The way we send information, whether voice, text, images, or video, has been evolving since Samuel Morse’s telegraph in 1836. As these systems become more advanced the standard electronics tools and knowledge which have been the Amateur Radio operator’s standard toolkit must be accompanied by software components. Together the analog, digital, and software are used to enable the modern communications modes such as Digital Video Broadcast (DVB), JT65 for moonbounce, FreeDV which has brought digital voice to the HF bands, and the wide variety of other new and exciting protocols.
GNU Radio (www.gnuradio.org
) is a free, graphical, software development toolkit that provides signal processing blocks to implement software-defined radios and signal-processing systems. It can be used with external RF hardware to create software-defined radios, or without hardware in a simulation environment. This talk introduces the software, demonstrates assembling complete transmit and receive systems, and shows a few examples of advanced applications.
Three CUWS alumni M0VFC M0BLF and M0WUT visited Montserrat at the end of 2018. Read about their activity at https://vp2muw.com/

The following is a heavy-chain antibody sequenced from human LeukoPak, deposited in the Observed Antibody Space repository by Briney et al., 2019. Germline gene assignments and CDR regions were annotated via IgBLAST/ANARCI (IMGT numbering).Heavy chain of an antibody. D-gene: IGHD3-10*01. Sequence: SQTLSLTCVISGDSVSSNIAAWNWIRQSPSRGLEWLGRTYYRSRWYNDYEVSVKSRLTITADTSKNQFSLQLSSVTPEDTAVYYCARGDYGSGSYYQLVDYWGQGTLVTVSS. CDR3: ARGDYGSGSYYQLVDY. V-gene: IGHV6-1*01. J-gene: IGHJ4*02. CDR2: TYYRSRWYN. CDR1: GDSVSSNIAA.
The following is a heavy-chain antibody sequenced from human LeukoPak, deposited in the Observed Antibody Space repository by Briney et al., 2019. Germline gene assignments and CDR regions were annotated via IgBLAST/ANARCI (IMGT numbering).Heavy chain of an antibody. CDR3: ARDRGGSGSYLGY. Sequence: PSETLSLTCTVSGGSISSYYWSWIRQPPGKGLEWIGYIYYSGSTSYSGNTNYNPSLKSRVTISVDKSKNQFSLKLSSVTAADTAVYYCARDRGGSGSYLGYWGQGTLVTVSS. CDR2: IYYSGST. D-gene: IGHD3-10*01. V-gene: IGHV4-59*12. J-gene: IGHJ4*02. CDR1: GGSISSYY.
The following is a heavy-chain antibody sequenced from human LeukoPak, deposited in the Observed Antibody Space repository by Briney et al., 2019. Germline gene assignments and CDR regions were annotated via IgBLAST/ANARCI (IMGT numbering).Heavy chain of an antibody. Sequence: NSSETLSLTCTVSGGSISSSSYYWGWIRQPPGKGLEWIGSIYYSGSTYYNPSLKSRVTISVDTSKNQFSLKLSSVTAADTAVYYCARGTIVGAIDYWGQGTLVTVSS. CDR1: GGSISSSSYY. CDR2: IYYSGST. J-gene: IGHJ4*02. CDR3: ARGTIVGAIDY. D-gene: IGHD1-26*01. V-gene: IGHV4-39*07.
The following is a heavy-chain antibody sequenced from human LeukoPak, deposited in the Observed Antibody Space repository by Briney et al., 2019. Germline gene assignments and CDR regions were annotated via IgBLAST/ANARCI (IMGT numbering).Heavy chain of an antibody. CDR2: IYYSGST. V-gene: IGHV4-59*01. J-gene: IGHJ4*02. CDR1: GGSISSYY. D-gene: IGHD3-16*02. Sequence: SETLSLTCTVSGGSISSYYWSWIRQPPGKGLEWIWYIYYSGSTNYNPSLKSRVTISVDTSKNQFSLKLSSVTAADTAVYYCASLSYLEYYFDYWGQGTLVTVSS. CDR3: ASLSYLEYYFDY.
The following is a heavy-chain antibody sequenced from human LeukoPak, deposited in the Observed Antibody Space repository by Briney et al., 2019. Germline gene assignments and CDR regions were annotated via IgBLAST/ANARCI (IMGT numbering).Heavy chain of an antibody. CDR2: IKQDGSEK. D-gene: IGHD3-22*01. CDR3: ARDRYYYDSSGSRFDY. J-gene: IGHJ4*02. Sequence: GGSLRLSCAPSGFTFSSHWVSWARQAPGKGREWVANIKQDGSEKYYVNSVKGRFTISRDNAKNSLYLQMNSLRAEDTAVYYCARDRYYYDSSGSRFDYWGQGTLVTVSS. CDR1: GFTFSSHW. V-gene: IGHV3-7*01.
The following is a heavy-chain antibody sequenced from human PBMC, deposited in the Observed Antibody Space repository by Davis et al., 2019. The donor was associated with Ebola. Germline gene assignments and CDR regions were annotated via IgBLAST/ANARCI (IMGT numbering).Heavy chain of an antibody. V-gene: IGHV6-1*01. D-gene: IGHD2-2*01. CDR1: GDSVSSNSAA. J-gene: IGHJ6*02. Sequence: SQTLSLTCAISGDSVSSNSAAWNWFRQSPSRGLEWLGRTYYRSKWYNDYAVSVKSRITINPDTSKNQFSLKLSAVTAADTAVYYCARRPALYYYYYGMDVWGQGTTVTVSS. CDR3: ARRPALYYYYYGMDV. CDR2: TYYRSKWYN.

(UPDATE – Based on claimed raw scores we are 1st in the U.K. in the Multi-Single category.)
A team of operators manned Woop Woop 3 for the CQWW SSB Contest over the weekend of October 27/28. 2443 contacts were made for a claimed score of just over 2.3M points in the Multi-Single category. The 40m 4-square antenna and the 80m vertical will probably be left up for members to use over the winter.
The antennas are shown below: 80m vertical, 40m 4-square, 5 element 15m Yagi on 40ft SCAM, and regular 3 ele SteppIR in distance.
Life Member Rob, G3YZO, operated and brought along this picture of the original Woop Woop building in Grange Road which the club vacated in 1970. It was an ionospheric research lab before it was taken over by CUWS. Note that it wasn’t the first club shack – that was in the Old Cavendish in town.
CUWS used the special RSGB Contest Club callsign G6XX on a couple of days during the football World Cup Championship in June. Ops included G3ZAY, M0WUT, M0ZCJ, G7VJR, M/KD2LXA, 2E0FFC, 2E0XSM, M0VFC, M0WJE, M0BLF, and M1BXF. Around 1500 contacts were made with up to 3 stations QRV simultaneously.
Dom, M/KD2LXA operating as G6XX.
Rob, M0VFC with the third operating position (K3 + Juma amp) on 18MHz.
Charlie M0ZCJ on 14MHz.
Sean 2E0XSM using G6XX
David 2E0FFC using G6XX
The event finished with the annual CUWS BBQ.